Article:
Working in the UK means your earnings may be subject to certain deductions and standards. Please find below information on the National Minimuum Wage, National Insurance (NI) and Tax.
National Insurance (NI)
You have a National Insurance number to make sure your National Insurance contributions and tax are recorded against your name only. The UK Government will make deductions from your wages for National Insurance (NI) contributions, which are used for funding the state welfare system (e.g. NHS and benefits). If you earn above £183 a week your wages will be deducted for NI contributions. You cannot reclaim NI deductions.
If you don’t have a National Insurance number, you can apply for it only once you are in the UK. You must have the right to work or study in the UK to get a National Insurance number. To do this you need to call the National Insurance number application line on 0345 600 0643. You may be asked a number of questions (e.g. your personal details, employers details) and may then be required to attend an appointment at a local Jobcentre Plus branch. You will be asked to bring documents to this appointment so that they can be checked.
This procedure can take a number of weeks, therefore during this time you can work using a temporary NI number. You should be able to get this from your employer. If not then contact the Guild of Students or the Advice and Representation Centre (ARC) for further information.
For further up-to-date information on National Insurance application process please check the Government website.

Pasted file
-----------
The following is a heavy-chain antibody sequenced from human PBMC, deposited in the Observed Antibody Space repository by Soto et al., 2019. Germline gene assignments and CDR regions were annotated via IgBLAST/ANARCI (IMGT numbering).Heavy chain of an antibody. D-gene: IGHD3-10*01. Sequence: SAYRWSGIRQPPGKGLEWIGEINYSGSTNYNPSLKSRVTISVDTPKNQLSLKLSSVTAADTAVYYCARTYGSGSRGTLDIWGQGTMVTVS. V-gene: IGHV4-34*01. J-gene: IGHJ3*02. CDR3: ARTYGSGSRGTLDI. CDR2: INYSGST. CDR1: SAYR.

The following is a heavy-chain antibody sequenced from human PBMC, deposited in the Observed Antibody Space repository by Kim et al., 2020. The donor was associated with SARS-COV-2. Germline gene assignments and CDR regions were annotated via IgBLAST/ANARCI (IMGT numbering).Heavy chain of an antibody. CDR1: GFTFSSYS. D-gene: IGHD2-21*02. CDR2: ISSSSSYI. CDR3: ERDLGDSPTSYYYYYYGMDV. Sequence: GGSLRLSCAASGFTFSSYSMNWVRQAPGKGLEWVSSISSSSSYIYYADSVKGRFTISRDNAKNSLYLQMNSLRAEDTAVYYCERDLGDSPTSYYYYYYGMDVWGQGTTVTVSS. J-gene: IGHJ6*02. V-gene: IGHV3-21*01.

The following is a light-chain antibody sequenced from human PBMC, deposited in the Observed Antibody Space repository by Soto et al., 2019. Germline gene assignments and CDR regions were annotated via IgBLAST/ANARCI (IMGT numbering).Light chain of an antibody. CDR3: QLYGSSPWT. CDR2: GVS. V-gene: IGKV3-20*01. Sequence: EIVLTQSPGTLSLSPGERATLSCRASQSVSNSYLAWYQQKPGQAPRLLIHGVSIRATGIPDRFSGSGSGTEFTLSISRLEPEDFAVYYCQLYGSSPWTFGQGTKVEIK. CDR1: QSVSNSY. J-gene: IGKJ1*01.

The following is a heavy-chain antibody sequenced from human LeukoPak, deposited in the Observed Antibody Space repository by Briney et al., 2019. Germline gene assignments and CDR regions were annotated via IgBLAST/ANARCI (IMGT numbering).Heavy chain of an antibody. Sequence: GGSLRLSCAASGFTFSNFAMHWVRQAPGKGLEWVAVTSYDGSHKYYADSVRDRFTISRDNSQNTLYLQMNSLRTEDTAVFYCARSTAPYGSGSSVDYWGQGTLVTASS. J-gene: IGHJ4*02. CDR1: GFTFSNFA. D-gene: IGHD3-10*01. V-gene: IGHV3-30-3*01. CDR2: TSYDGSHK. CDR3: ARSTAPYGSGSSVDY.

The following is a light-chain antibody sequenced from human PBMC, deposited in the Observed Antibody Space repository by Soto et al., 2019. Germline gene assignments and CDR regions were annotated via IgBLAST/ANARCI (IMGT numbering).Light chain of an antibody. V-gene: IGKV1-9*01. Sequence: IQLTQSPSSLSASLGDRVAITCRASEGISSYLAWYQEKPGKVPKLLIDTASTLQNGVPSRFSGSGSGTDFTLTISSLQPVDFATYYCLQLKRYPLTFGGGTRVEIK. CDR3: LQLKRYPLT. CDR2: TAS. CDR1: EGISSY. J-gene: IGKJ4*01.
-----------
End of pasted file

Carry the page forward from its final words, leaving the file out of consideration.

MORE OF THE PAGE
Everyone in the UK, including students, has to pay tax on their earnings. The government department that deals with this is called the Inland Revenue. The amount of tax that you have to pay depends on how much you earn. The tax is paid by your employer and is deducted from your wages each time you are paid (known as 'PAYE'- pay as you earn). This will be displayed on your payslip.
All adults are entitled to a 'Personal Allowance' which is an amount of income that you can earn without being taxed on it each year.
The amount you earn over the personal allowance will be taxed. Please note that personal allowance can change from year to year. You can find up-to-date information on national insurance contributions and tax on the UK government webpages.
If your employer has taxed you (e.g. if you earn above the personal allowance each week or month) but you do not earn above your personal allowance during the tax year (£12,500 per year), you can reclaim the tax that you have paid from the Inland Revenue.
If you only intend to work during vacations and do not expect to earn more than the personal allowance in the tax year, you should ask your employer for a P38(S) form. By completing the form your employer will not deduct tax from your wages.
For further information on income tax please visit the HMRC income tax pages or telephone Income Tax enquiries on 0300 200 3300.
How much is the minimum wage?
Workers in the UK have a National Minimum Wage, which is set by the government. The minimum wage a worker should get depends on their age and if they’re an apprentice. The National Minimum Wage is the minimum pay per hour almost all workers are entitled to. The National Living Wage is higher than the National Minimum Wage - workers get it if they’re over 23. It does not matter how small an employer is, they still have to pay the correct minimum wage.
For further information please visit: the HMRC national minimum wage pages or contact the ACAS helpline on 0300 123 1100.